Obviously, there is much we don’t know about the situation at Corinth. Paul doesn’t give details. No names are mentioned. Neither the man nor his father is named, and the woman involved is described only as the man’s stepmother.

The phrase ‘his father’s wife’ is the Hebrew form of step-mother. It’s probable that no charge was made against the woman because she wasn’t a member of the church and therefore she was outside the church’s ‘jurisdiction’.

Again, the man’s father may have taken a younger woman as his second wife, and this may have resulted in her affair with the ‘younger’ man. Or, as some commentators suggest, the wife had been divorced by the father, and this immoral affair had developed with her stepson after the divorce or may even have caused it.

We may speculate about the details of the case, but we cannot be certain! What we may say with certainty is that between this man and the woman, an immoral relationship developed which couldn’t be tolerated because it defiled the Lord’s church, and discipline had to enforce.

But the man’s ex-communication mustn’t be the last act in the matter, because, as Paul points out if the church cuts itself off from the man completely and permanently, ‘Satan gains a victory’, 1 Corinthians 5:5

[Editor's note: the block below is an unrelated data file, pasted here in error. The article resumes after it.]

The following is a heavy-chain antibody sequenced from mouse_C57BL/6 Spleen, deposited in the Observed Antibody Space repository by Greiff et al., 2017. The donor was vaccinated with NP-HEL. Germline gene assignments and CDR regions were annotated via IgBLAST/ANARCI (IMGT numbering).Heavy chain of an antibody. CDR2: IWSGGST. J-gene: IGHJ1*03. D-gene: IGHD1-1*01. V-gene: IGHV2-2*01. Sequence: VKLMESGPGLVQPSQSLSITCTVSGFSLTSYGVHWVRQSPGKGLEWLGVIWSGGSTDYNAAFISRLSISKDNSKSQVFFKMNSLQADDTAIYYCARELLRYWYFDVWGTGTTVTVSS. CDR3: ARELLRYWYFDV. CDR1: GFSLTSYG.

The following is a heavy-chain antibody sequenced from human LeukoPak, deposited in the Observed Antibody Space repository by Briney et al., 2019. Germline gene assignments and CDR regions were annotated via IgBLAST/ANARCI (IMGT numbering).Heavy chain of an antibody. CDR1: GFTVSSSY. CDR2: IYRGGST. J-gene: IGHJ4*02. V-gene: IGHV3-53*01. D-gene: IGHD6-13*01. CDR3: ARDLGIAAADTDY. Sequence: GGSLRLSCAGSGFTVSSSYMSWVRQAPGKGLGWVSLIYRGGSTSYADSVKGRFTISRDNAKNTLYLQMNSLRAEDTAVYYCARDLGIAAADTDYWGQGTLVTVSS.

Imagine what would happen if a local congregation found it necessary to disfellowship a man and treated him as ‘dead’, and the neighbourhood learned about this?

How quickly would it be said, ‘That’s Christians for you! That’s how they behave in that church!’ The effect on the public’s opinion of the church would be devastating.


1. The frequent failure to exercise Scriptural discipline has often resulted in damage to our congregations, weakening their internal spiritual strength and their external witness.

2. Elders or ‘leaders’ often lack the courage to act, when an offence should be dealt with, and one of the sad reasons for this may be that, on earlier occasions, problems which should have been confronted have been deliberately ignored, or ‘swept under the carpet’.

3. In dealing with occurrences which require the application of Scriptural discipline, Galatians 6:1-5 should never be overlooked.